After watching his Red Hawks junior girls’ basketball team win a Kawartha A Championship in its first season together, coach Mike Rieger is excited about the future of the program he’s attempting to rebuild.
The team wrapped up its season with an appearance at the COSSA regional championships Nov. 15, losing 36-18 in the semi-finals to the North Hastings Huskies of Bancroft.
While the young Red Hawks went 2-7 on the season, there was plenty to be proud of, Rieger noted – not least the Kawartha A Championship trophy they hoisted on home court Nov. 6, after a 26-15 victory over Peterborough’s Kenner Rams.
“These girls came such a long way in a short period of time. For some of them, it was their first time playing organized basketball,” Rieger said. “They were able to pick up a lot in terms of having three or four different defensive sets to switch between, which was one of our big strengths this year and helped us win that Kawartha title.”
This was the first junior girls’ basketball team in Haliburton for over a decade. Rieger coached a varsity squad last year, made up largely of graduating Grade 12 students, but felt there was enough young talent to establish a program.
With nine committed players – Hazel Jones, Freyja Neumann-Rowe, Haydyn Aggett, Rosie Lafleur, Renato D’Ambrosio, Tory Byrnes, Maddy Walker, Jordanna Jennings, and Jordyn Hurd – the group gathered for practices starting in mid-September. The focus then, Rieger said, was on developing the fundamentals – passing, dribbling, and shooting.
Their opening two games of the season ended in high-scoring defeats to I.E. Weldon and LCVI, two larger schools from Lindsay. Later practices centred on defence, and though the Red Hawks suffered three further defeats – to Peterborough’s Crestwood and Adam Scott Oct. 5, and at home to the Fenelon Falls Falcons Oct. 12, Rieger saw progress.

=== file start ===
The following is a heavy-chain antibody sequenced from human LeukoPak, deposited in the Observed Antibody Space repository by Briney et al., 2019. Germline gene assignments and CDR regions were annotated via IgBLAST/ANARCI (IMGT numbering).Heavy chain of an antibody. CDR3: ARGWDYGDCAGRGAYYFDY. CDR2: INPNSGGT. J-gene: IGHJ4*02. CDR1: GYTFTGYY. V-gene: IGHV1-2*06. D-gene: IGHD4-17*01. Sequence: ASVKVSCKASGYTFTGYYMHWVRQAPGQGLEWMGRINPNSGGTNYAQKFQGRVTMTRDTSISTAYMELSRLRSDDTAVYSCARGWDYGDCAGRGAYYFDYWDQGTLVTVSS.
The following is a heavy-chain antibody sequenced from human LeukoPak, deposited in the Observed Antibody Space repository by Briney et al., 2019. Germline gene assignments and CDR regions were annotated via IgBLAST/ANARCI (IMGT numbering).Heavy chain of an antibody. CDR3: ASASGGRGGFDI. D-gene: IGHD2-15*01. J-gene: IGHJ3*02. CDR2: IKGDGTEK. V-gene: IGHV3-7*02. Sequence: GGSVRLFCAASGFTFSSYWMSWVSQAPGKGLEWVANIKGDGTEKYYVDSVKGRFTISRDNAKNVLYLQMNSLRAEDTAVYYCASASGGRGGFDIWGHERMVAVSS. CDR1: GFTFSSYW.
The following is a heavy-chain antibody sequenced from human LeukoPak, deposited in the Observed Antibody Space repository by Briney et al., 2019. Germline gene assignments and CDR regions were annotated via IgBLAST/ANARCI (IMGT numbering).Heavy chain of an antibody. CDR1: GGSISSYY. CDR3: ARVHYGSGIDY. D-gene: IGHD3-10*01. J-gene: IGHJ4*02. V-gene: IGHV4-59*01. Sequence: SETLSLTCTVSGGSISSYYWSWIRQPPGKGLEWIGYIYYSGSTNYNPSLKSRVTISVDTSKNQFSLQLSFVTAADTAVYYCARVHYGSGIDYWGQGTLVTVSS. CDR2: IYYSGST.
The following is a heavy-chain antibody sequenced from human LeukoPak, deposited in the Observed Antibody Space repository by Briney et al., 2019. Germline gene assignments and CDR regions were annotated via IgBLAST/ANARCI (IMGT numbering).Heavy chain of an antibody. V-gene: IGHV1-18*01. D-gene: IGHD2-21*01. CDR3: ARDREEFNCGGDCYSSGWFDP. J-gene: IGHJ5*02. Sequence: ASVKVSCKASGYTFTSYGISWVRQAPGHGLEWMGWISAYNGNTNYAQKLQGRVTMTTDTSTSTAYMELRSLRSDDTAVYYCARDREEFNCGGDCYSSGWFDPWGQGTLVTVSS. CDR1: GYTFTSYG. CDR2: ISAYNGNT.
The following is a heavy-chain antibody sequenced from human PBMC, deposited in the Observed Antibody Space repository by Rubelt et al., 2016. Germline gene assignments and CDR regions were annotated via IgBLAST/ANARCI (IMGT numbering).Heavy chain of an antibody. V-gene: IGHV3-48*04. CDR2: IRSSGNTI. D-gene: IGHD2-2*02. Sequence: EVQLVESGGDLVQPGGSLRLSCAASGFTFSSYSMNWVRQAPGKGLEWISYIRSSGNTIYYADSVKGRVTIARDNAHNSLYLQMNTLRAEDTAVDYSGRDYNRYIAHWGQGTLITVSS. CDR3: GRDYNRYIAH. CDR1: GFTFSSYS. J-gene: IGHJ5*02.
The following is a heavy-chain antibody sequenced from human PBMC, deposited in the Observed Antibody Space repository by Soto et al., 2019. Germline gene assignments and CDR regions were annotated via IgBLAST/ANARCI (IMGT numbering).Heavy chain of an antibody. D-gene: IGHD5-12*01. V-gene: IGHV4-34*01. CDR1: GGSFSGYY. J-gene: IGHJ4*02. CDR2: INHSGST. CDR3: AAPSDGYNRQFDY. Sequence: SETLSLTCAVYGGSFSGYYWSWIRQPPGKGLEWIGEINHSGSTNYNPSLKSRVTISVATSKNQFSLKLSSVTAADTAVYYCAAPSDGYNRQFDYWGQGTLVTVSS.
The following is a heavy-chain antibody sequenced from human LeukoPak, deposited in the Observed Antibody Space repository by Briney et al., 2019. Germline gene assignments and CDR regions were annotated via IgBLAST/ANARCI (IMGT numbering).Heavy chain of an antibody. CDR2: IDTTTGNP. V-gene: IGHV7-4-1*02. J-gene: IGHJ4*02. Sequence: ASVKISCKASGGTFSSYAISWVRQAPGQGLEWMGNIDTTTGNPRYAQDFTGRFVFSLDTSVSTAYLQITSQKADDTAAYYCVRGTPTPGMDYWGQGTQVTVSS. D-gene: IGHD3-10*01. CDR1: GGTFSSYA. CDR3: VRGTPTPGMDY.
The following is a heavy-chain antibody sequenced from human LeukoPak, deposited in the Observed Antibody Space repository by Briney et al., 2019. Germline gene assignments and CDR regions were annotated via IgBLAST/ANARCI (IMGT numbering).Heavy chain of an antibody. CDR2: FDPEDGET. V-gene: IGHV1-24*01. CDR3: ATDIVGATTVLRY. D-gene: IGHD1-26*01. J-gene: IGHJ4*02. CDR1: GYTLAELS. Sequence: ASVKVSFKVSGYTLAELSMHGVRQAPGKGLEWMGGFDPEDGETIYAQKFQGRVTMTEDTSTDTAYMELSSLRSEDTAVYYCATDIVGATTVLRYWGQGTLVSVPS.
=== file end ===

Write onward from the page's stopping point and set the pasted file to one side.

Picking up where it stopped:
Their hard work paid off Oct. 26 with a 35-27 win on the road over Kenner, giving the team home advantage for the Kawartha A championship.
Rieger was proud that the team secured wins in both games against the only other ‘A’ designated school in the division. In high school sports, a team is classified as A, AA, or AAA based on the school’s student population.
Now the girls have a base level of skills, Rieger said they’re excited to return next season to test themselves against the better teams.
“With this group being so young, the hope is that having them come back for three, four more years, they will continue building and developing,” Rieger said. “The girls are hungry. They’re looking at the bigger schools and trying to chase them down.”
After seeing the positive feeling the championship win generated throughout the school community, Rieger hopes it can be the catalyst for not only a revitalized basketball program, but a resurgence of all extracurricular sports post-pandemic.
“We know in Haliburton, pretty much for any sport, that it’s a four-year process to get a program up and running. We’re in the early stages here, so to get off on the right foot with a great group of girls and have a really positive result at the end of year one – those are the blocks you need to put together successful programs and foster that sporting spirit.
“Being involved in sports feeds into so many other things these students do. It keeps them organized, builds teamwork and determination. And it’s a great way for them to make new friends, and become a bigger part of the school community,” Rieger added.